Alice Springs Airport Solar Energy Project
Major Airport of the Year 2014
Alice Springs Airport is the Australian Airports Association (AAA) Major Airport of the Year for 2014.
AAA represents more than 260 airports and aerodromes across the country, and its annual awards recognise excellence within Australia’s airport industry. Alice Springs Airport was recognised for its innovative solar energy project.
Combining premium parking with renewable energy
Alice Springs Airport now generates 50 per cent of its energy needs from the sun. Stage two of its ground-breaking solar project cleverly combines premium parking facilities with clean, green power production.
By harnessing the desert climate’s plentiful sunshine, the regional facility is now one of the most sustainable and forward thinking airports in Australia.
With an eye firmly fixed on self-sufficiency, the latest solar energy push has seen Alice Springs Airport emerge as a leader in renewable energy efficiency and business innovation, both within its local community and among the nation’s airport operators.
A staged approach to sustainability
With at least 350 cloudless days a year and 10 hours of sunshine most days, Alice Springs is a natural choice for a solar energy push.
Alice Springs was the first Australian airport to reap the benefits of investing in large scale photovoltaic solar technology feeding back to its internal electricity grid.
The original 235 kW power station was completed in 2010 under stage one and delivered a quarter of airport’s power needs.
In May 2014 a $1.9 million expansion of the solar farm was completed, more than doubling the airport’s capacity to produce its own power from the sun. The investment represents the second stage of a long-term strategy to improve the airport’s energy efficiency and demonstrate the many benefits of solar production to the local community.
The latest 325 kW photovoltaic (PV) system involves 996 panels were installed on top of expansive steel parking structures, serving the dual purpose of mounting the solar panels and providing 98 shaded, premium car spaces.
The additional panels produce enough energy to power 90 homes for a year, and offset the equivalent of 420 tonnes of carbon dioxide emissions per year. All up, Alice Springs Airport is offsetting 890 tonnes of carbon annually using solar energy.
Alice Springs is one of seven Solar Cities in the Australian Government’s $94 million Solar Cities Program.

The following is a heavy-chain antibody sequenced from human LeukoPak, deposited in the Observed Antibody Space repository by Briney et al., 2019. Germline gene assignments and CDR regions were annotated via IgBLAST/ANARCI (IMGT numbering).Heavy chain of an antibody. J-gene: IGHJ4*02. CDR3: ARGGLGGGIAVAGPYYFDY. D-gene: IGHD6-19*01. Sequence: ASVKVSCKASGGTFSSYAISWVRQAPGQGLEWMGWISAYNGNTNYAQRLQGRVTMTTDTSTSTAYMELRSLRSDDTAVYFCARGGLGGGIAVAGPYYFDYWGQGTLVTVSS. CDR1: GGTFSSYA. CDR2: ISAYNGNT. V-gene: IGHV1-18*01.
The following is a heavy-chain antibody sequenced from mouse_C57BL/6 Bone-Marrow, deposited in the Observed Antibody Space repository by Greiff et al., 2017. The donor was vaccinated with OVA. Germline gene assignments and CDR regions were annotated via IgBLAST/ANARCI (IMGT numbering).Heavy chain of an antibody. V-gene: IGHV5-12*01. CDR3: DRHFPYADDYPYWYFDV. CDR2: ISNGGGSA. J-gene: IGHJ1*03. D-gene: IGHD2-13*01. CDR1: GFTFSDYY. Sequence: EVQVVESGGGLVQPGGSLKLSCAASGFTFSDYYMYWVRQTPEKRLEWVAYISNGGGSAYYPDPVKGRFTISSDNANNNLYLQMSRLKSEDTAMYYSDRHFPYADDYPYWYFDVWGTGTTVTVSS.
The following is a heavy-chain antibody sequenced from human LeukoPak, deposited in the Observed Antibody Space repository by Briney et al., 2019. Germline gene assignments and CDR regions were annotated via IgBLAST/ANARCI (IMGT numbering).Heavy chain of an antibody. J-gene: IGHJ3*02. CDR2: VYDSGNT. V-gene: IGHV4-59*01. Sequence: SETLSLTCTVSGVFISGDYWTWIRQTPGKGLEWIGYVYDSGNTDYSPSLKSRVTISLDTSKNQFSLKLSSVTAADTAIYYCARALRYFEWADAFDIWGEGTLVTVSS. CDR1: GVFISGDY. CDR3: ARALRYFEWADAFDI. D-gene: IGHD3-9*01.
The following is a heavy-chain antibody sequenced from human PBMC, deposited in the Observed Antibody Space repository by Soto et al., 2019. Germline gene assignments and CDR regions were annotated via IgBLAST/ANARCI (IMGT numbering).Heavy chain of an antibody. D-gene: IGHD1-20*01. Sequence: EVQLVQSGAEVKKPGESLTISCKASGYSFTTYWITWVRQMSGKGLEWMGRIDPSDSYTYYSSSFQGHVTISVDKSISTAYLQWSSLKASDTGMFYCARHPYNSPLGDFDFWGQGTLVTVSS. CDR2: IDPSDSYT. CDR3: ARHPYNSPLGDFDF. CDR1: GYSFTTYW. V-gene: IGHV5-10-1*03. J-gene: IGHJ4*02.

Alice Springs Airport’s Solar Power Station opened for business in September 2010 and, using Concentrator Photovoltaic (CPV) technology, now supplies about 28 per cent of the airport’s energy needs.
Alice Springs is the first Australian airport to have a large scale (over 100kW) photovoltaic system providing a direct source of renewable energy to its internal grid.
Concentrator Photovoltaic (CPV) systems are an emerging solar technology that offer perhaps the greatest opportunity for cost reductions in photovoltaic (PV) systems. They are more efficient as they track the sun over the day whereas traditional solar power systems are most efficient only when the sun is shining directly onto the solar arrays.
The project, valued at $2.3 million, resulted from a grant of $1.132 million from the Australian Government, as part of the Alice Solar City Project.
National solar energy specialist Ingenero was the principal contractor for the solar power station, which is about 700 metres north-west of the terminal building.
Reducing the Airport’s carbon emissions by about 470 tonnes of carbon dioxide a year (the equivalent of about 70 Alice Springs households per annum), the Airport has also implemented a number of energy efficiency measures inside the airport terminal building. These initiatives reconfirm Northern Territory Airports’ commitment to sustainability.
Rodger Whitby, General Manager, Generation for Ingenero, said the company had searched the world for the best Concentrated Photovoltaic (CPV) technology and is pleased to have built this “first of its kind” solar installation in the southern hemisphere.
“We chose SolFocus as technology partner because of its leading edge solar concentration technology. The concentrated photovoltaic (CPV) arrays use mirrored dishes to magnify the sun’s energy 650 times,” he said.
The 7m x 8m arrays are brought to life each day by the sun. They follow the sun throughout each day, much like sunflowers, creating clean, renewable energy for the airport.
Local labour was used to install the 28 arrays, and the project was finished on time, on budget and to the highest standards.